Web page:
Take 9: Time is MoneyBy the 1960s, a few hundred thousand dollars here or there wasn’t going to make much difference one way or another on my balance sheet. Keeping productions in motion was a much larger problem. Once, my screenwriting department got overexcited about a brand new sound stage we’d just built for a World War II-type battlefield. It was a beautiful set, with a half-destroyed skyline and plenty of bombed-out building fronts, perfect for last-ditch rallying cries and Gestapo shoot-outs. My writers wrote that particular set into the next couple of scripts they churned out, and while I was filming the first movie, my number two team ground to a halt for an entire month because the first three scenes in their movie take place during the war. Just as I noticed this problem, the director of the first movie got so stressed out from directing his fourth movie in two years that he ran off the set to stuff his face with veal cutlets in the V.I.P. lounge of my studio restaurant.
Click the screenshot to watch a music video for the song "Breathe" by the band Acracy made with Activision's The Movies
I had to let the poor simp gorge himself enough to get his mood rating a hairline above poor, and meanwhile, two movies were totally stalled out. Finally, when he was adequately fattened up, I dragged his sorry ass back to scene 17. When all else failed I’d throw money at him, increasing his paltry salary and hiring a personal assistant to boost his fragile ego.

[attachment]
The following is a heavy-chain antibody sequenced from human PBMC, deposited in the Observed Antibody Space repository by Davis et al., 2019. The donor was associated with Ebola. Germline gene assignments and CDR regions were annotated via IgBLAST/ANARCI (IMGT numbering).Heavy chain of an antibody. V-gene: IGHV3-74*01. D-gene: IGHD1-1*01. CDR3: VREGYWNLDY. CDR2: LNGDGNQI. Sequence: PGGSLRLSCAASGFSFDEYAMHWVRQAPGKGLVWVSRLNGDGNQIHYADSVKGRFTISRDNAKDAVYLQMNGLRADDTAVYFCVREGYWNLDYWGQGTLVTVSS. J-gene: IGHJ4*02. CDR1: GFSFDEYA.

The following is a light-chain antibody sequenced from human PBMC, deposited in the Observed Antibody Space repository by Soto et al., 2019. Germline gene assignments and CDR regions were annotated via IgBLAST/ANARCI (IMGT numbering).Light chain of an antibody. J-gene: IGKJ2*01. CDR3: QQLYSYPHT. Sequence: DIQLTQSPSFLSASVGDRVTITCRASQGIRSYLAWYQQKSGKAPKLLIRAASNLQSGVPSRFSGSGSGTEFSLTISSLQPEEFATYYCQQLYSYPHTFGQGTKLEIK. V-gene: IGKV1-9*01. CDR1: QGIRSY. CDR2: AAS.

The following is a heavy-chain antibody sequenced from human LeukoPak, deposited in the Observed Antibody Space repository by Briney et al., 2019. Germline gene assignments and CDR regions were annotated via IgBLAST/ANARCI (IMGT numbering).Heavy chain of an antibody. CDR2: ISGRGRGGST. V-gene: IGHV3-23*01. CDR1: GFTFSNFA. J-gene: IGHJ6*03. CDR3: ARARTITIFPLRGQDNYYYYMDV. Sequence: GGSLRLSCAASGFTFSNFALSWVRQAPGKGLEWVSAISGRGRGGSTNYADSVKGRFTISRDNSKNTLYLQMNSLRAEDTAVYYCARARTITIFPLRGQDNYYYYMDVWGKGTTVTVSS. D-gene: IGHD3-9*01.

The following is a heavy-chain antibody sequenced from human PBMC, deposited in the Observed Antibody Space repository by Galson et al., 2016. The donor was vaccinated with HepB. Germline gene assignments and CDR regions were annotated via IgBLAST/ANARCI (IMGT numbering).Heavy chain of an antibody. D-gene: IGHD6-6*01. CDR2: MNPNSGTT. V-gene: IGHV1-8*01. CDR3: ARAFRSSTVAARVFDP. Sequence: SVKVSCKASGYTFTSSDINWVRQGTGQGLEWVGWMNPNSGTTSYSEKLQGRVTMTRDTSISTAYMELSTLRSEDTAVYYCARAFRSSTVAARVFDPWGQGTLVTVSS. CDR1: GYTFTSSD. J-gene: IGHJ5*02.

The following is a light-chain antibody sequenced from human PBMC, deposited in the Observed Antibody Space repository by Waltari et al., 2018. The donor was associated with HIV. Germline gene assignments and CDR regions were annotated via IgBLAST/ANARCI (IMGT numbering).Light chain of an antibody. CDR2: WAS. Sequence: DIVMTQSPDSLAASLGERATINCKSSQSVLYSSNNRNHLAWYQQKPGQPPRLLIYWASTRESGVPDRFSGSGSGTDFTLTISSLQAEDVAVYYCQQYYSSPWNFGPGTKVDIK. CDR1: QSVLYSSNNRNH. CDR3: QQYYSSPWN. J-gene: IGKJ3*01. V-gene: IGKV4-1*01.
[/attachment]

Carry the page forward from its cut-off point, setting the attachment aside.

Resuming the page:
I mean, sure, I’d bleed a little bit of money to keep all the grips and extras standing around, but the important thing was time, dear God, time: That clock was ticking down through the months and six other studios were turning out much better movies, so I had to beat them with quantity.
Take 10: The Beautiful People
In The Movies, there is a Character Studio tool for customizing your actor’s faces. The character models lack muscular detail and the animation options provide only a simplistic palette of emotions. These qualities give all of the actors a disposable, interchangeable quality.
I overcame this effect by trying to model my actors and directors on particular celebrities, giving Jim Carrey and Steve Carrell stand-ins dark hair and putting them in comedy films, and giving Angelina Jolie and Catherina Zeta Jones evening gowns and making them romantic leads. This strategy helped personalize the experience, but it was difficult to maintain this level of craft as dozens of new characters rotated into increasingly complex productions.
This gets into a deeper problem with the game, which also applies to most other sims – the characters are overly generic. Particularly as your studio grows over time and you have a roster of ten to fifteen actors and directors – they all look the same. Everyone’s pretty skinny, the same height, they move the same, aging has virtually no effect save some graying hair and tiny, surface-level wrinkles. And if you keep them in the latest styles to maintain their necessary image, they all need to wear the same limited modern selection of three to five in vogue outfits. It’s like picking between Tom Cruise or Ethan Hawke or Ben Stiller to star in every movie – after a while, what’s the dif?